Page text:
Here's everything you need to know about breaking up with a narcissist, including how to do this right and what to expect along the way:
6. You can't talk it away.
A major problem I see is when clients tell me how they've been trying to talk things through for years in therapy, and nothing's changed. It may have even gotten worse due to repeatedly re-experiencing of the trauma, and life doesn't feel safe anymore.
You can rationalize everything away, and that's not a good thing. Yes, there's a reason the narcissist is the way they are—genetics, family dynamics, substance abuse, etc. It's not your job to analyze why or to get caught in the smoke and mirrors. When it comes to narcissists, the root of the problem is them, and the reason we call it a "personality disorder" in psychiatry is because it cannot change. Nor is it serving you to rationalize your feelings or trauma away or to scold yourself for feeling a certain way, expecting yourself to "just move on." Trauma is stored in our bodies and doesn't disappear simply with logical or positive thinking. The only way through is to process and release it rather than analyze till the cows come home.
7. Comparing their "progress" to yours will cripple you.
Narcissists move on very quickly, even if they abruptly U-turn and tell you it's only to forget you while they struggle with how much they love you. Words are cheap, and the narcissist thrives on messing with your head, knowing that you'll be fixated on them rather than healing yourself and meeting someone who deserves you.
Many clients tell me they are upset by how the narcissist seems to be unscathed while they themselves are a hot mess. They question why they are "weak and useless," and they want to give up. Here's the deal. Narcissists move on to distract themselves, prey on a new source of attention, or punish you. More importantly, they have no affective empathy—the ability to feel what another person is feeling—much less have compassion for others. This is why they move on so easily. So stop stalking them on social media or asking mutual friends about them. Your progress is yours and yours alone. I also advocate that my clients block the narcissist from all forms of contact if possible.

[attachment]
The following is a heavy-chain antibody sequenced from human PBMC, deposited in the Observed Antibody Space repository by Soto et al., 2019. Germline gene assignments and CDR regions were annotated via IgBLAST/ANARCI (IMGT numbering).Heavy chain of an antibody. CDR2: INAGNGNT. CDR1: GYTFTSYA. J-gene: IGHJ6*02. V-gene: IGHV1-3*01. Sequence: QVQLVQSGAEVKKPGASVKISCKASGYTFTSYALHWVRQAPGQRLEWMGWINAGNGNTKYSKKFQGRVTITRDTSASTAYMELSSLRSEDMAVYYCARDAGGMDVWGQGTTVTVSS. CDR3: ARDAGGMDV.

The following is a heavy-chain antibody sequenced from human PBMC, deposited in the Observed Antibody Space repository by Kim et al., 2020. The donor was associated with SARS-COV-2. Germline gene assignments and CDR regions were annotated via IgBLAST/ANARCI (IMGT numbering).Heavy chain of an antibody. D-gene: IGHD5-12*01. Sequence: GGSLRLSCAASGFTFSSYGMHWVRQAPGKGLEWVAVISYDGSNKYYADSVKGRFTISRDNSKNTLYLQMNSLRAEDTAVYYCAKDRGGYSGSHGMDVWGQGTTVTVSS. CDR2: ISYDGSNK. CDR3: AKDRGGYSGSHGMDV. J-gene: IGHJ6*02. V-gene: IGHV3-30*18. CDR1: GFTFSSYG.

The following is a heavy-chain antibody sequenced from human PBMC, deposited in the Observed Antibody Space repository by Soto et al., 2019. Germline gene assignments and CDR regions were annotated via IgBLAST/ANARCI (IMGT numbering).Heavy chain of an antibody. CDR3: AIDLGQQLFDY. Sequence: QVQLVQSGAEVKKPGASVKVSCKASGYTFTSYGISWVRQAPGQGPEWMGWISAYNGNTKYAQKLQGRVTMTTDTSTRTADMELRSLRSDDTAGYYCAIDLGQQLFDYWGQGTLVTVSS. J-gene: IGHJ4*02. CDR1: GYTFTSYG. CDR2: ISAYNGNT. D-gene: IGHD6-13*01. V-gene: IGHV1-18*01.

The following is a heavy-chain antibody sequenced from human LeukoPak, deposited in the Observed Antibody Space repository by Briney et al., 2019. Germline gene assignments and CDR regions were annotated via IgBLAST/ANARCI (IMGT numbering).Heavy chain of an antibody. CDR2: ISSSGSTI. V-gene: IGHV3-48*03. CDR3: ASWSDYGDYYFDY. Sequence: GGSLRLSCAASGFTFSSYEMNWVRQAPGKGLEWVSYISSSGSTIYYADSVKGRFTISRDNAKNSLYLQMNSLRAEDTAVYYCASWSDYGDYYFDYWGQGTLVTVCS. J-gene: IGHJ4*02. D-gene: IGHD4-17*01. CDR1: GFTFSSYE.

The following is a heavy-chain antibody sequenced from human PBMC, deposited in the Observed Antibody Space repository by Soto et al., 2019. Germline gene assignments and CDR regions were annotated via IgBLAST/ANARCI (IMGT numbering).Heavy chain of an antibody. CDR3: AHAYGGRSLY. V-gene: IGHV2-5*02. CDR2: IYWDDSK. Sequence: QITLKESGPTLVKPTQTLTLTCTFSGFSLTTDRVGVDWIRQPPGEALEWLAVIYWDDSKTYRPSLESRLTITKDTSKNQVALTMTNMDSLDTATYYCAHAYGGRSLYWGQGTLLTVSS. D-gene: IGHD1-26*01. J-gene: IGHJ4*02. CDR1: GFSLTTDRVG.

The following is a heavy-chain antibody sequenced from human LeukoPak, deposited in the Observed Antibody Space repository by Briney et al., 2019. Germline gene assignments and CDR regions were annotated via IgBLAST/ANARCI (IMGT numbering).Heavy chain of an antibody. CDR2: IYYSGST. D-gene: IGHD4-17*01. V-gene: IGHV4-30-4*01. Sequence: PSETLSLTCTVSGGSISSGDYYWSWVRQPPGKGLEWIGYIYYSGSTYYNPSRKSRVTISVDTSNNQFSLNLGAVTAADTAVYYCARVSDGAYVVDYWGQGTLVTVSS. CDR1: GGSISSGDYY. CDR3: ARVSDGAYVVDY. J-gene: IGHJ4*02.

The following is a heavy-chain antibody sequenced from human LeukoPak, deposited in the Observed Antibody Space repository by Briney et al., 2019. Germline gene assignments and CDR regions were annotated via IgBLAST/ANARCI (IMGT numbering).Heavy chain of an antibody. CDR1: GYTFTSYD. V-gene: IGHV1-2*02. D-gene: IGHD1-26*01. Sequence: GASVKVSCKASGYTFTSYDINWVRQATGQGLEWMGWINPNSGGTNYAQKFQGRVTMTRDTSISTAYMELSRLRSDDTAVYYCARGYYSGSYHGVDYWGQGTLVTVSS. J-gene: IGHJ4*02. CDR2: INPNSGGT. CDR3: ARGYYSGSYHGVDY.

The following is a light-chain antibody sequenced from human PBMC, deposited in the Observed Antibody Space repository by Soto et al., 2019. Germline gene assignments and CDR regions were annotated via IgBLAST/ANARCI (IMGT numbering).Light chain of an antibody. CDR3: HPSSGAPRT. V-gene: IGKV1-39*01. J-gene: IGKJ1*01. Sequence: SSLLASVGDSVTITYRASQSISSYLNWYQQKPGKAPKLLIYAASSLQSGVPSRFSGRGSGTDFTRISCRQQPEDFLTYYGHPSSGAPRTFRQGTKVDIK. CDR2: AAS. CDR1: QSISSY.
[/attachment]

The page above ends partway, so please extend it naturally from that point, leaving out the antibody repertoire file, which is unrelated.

8. You will blame yourself.
For walking away, getting involved, not walking away, not seeing the red flags— basically, everything. It'll play out in a way where you feel damned if you do and damned if you don't. Marshall explains that from the start, the narcissist capitalizes on your tendency to self-blame. They'll increasingly make you responsible for the fact that their world isn't good.
"Once you leave, you continue to assume you're to blame because that intimate person in your life has a voice in your head, speaking in your own language because that's what they do," he says, adding, "it's not obvious that it's their voice playing; it sounds like your own."
Many of my clients who attract narcissists tend to be both type A and empathetic. This means they are tough on themselves and expect themselves to overgive, blaming themselves for the times they never gave enough. Instead of dedicating resources and attention to healing, they're often ruminating and beating themselves up for everything they did wrong in that relationship, as if any modification would change the past. Here's the deal: Every time you blame yourself, your narcissistic ex wins. They continue to abuse you because you are abusing yourself.